While Russia has long been a supporter of Armenia it has also served as the main source for weapons in the escalating arms race, supplying both sides. Russia’s potential duplicity extends beyond just selling weapons. While Russia currently benefits from the status quo, selling weapons to both sides, some speculate that it may be willing to send in peacekeeping forces to bolster its influence in the area. Aside from influence, Russia may also be motivated by the vast amount of oil present in Azerbaijan. So far, Russia has advocated for a peaceful settlement and theories about using the conflict as an excuse to move into Azerbaijan are speculation at this point.

Other World Powers

Aside from Russia and Turkey, other nations may also play a role in resolving this situation, notably the United States and the European Union. Azerbaijan produces 850,000 barrels of oil a day and if the conflict does escalate to its post-Soviet levels that production may be in danger, which could impact oil prices. While this is less of a concern to the United States directly because of its domestic oil industry, Azerbaijan is an important oil exporter to Europe and Central Asia. The United States was also a member of the Minsk group along with Russia and France. Like Russia, other world powers seek a swift peace resolution.

Israel also relies on Azerbaijan as its largest oil supplier, using a pipeline that runs through Turkey. In return, Azerbaijan is one of Israel’s biggest customers for weapon sales. Azerbaijan provides Israel with an avenue to monitor Iran, as the two countries share a border. Adding to the animosity in the present situation, Israel does not recognize the Armenian Genocide. Iran and Armenia enjoy a close relationship–Iran supported the Armenians in the war with Azerbaijan back in the 1990s and it hopes to build a rail project in Armenia in the future. While these two nations’ agendas may be more political than others, they have not called for any escalation of the conflict.


Nagorno-Karabakh is another one of the flash points around the world that few people know about and even fewer understand. The region is the epicenter of a centuries-old conflict between Armenians and Azeris, complicated even further by religious undertones. It is also situated in an unstable region, the Caucasus Mountains area, with Russia to the north and the Middle East to the south.

The geographical location of Nagorno-Karabakh further complicates things, as it serves as a proxy both for Armenia and Azerbaijan as well as larger regional powers like Russia and Turkey. A war in the region could set off a larger conflict between Armenia and Azerbaijan, which in turn could increase tension between Russia and Turkey. Furthermore, if Turkey was involved, as a member of NATO, the other members of NATO would be obligated to assist it. While there is no hint of this yet, the potential for volatility remains. To make the situation even more confusing and unstable, Azerbaijan is a major oil exporter. While the conflict has the potential to exacerbate tensions within the region, so far all outside powers have advocated for peace.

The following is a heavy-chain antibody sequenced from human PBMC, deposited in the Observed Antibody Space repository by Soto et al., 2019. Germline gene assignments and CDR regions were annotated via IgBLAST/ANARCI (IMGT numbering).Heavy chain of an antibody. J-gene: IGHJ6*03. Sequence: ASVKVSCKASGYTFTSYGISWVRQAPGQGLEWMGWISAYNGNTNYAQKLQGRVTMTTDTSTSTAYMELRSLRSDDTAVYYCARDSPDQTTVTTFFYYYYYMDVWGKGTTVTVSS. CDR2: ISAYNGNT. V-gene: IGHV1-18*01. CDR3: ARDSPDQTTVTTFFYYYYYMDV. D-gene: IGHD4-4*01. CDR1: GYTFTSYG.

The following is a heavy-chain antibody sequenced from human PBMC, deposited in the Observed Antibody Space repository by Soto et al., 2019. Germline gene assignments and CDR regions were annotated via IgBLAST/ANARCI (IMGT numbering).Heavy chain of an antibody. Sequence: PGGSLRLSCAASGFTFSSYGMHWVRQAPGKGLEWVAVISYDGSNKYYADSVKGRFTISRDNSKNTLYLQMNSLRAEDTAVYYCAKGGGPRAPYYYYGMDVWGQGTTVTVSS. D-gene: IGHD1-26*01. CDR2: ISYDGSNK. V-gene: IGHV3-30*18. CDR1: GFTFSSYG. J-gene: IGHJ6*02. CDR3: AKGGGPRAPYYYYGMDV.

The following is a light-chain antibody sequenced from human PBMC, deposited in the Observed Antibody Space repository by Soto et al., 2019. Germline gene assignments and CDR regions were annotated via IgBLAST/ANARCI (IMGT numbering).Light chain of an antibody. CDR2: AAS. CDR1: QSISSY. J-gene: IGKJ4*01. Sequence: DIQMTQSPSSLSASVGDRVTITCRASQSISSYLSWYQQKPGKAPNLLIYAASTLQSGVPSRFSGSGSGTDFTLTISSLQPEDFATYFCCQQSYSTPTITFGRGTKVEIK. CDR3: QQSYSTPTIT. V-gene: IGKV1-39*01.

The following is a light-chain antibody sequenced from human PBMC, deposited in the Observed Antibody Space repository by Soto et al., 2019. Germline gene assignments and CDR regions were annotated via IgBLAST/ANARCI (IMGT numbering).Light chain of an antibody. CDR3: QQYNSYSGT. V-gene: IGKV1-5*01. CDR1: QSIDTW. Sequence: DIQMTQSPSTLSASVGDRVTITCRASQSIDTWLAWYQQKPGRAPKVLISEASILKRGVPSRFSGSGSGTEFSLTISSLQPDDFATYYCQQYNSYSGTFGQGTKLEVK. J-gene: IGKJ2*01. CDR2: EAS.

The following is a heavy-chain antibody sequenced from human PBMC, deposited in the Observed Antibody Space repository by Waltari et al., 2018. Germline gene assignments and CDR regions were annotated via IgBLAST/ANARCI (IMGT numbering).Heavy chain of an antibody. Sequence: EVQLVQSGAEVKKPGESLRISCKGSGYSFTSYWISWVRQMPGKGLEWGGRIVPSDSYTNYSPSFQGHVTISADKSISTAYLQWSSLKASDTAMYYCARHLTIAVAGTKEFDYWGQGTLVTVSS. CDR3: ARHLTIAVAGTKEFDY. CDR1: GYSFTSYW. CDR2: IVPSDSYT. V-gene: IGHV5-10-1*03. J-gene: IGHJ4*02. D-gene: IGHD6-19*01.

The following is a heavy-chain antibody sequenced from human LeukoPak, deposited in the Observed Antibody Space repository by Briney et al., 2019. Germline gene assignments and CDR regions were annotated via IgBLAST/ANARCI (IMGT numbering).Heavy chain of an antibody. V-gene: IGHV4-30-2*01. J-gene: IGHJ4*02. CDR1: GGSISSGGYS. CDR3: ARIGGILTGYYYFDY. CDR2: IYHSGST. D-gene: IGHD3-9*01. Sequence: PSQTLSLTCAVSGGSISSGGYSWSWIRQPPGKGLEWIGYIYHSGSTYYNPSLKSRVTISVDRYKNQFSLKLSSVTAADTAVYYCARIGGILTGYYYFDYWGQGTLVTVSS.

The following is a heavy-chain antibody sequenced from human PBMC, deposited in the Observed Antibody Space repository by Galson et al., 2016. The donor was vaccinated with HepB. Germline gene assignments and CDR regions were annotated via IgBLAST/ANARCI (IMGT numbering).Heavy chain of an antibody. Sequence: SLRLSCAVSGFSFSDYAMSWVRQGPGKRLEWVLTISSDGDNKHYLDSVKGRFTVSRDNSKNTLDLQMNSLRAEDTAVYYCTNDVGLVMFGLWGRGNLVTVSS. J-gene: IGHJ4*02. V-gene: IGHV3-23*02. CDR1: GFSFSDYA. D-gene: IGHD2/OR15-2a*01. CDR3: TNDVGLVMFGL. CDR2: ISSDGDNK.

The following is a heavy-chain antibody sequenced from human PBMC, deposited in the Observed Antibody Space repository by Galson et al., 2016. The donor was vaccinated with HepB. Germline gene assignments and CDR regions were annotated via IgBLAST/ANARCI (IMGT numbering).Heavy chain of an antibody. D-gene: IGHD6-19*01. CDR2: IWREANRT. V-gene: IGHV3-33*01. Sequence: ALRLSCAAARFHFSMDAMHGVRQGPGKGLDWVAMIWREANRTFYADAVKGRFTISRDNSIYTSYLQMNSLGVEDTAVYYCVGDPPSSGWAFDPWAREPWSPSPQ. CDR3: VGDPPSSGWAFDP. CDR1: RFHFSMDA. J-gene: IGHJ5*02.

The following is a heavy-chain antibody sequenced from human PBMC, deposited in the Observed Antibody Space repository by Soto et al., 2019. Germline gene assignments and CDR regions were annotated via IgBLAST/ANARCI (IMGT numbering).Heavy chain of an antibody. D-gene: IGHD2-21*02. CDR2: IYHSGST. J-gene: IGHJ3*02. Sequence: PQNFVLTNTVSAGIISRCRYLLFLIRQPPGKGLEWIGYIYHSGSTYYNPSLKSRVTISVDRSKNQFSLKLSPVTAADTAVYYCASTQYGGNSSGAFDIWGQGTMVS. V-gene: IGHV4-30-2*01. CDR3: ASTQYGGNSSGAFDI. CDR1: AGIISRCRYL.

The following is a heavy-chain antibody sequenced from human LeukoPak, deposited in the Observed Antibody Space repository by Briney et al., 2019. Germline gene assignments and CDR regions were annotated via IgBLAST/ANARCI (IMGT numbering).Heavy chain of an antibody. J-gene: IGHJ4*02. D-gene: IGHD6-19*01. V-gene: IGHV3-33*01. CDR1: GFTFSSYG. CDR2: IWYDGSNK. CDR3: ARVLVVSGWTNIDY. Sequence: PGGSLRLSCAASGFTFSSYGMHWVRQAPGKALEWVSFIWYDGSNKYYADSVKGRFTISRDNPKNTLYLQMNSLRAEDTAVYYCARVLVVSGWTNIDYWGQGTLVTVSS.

Unfortunately, the original dispute in Nagorno-Karabakh was never resolved and has festered for years, becoming what is known as a frozen conflict. One reason for this is that many regional powers seem to have conflicted interests at play. After all, several countries profit from related arms deals and, so far, the coveted oil supply has not been threatened. The simmering conflict is likely to continue as it has and Russia remains poised to play the largest role in influencing it, especially as the United States focuses on fighting ISIS in Iraq and Syria. However, with all the interconnected parties at play, the conflict could have implications beyond the contested region in Azerbaijan.


BBC News: Nagorno-Karabakh: Azeri-Armenian Ceasefire Agreed

BBC News: Nagorno-Karabakh profile

Council on Foreign Relations: Nagorno-Karabakh Conflict

Al-Jazeera: Armenia and Azerbaijan call Nagorno-Karabakh ceasefire

U.S. News and World Report: Turkish President Recep Tayyip Erdogan has Vowed to Back Azerbaijan in the Conflict with Armenia Over the Separatist Region of Nagorno-Karabakh

Law Street Media: The Armenian Genocide: The Battle for Recognition

The Heritage Foundation: The Nagorno-Karabakh Conflict: U.S. Vigilance

OSCE: Minsk Group

Newsweek: Russia ‘Arming Armenia And Azerbaijan’ As Hostilities Increase

Voice of America: What’s Hiding Behind Russia’s Calls for Peace in Nagorno-Karabakh

Harretz: Nagorno-Karabakh: The Conflict No-one, Including Israel, Wants to Solve

Michael Sliwinski
Michael Sliwinski (@MoneyMike4289) is a 2011 graduate of Ohio University in Athens with a Bachelor’s in History, as well as a 2014 graduate of the University of Georgia with a Master’s in International Policy. In his free time he enjoys writing, reading, and outdoor activites, particularly basketball. Contact Michael at